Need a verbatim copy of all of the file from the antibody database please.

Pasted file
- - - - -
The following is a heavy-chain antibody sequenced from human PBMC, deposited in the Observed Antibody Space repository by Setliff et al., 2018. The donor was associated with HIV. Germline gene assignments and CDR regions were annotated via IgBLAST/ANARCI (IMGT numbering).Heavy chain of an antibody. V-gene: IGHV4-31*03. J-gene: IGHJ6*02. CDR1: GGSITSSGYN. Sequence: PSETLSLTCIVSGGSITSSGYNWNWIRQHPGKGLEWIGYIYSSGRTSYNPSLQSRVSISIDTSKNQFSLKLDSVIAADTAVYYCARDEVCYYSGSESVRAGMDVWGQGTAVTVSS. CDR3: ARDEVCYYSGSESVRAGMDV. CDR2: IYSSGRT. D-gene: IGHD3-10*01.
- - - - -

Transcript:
The following is a heavy-chain antibody sequenced from human PBMC, deposited in the Observed Antibody Space repository by Setliff et al., 2018. The donor was associated with HIV. Germline gene assignments and CDR regions were annotated via IgBLAST/ANARCI (IMGT numbering).Heavy chain of an antibody. V-gene: IGHV4-31*03. J-gene: IGHJ6*02. CDR1: GGSITSSGYN. Sequence: PSETLSLTCIVSGGSITSSGYNWNWIRQHPGKGLEWIGYIYSSGRTSYNPSLQSRVSISIDTSKNQFSLKLDSVIAADTAVYYCARDEVCYYSGSESVRAGMDVWGQGTAVTVSS. CDR3: ARDEVCYYSGSESVRAGMDV. CDR2: IYSSGRT. D-gene: IGHD3-10*01.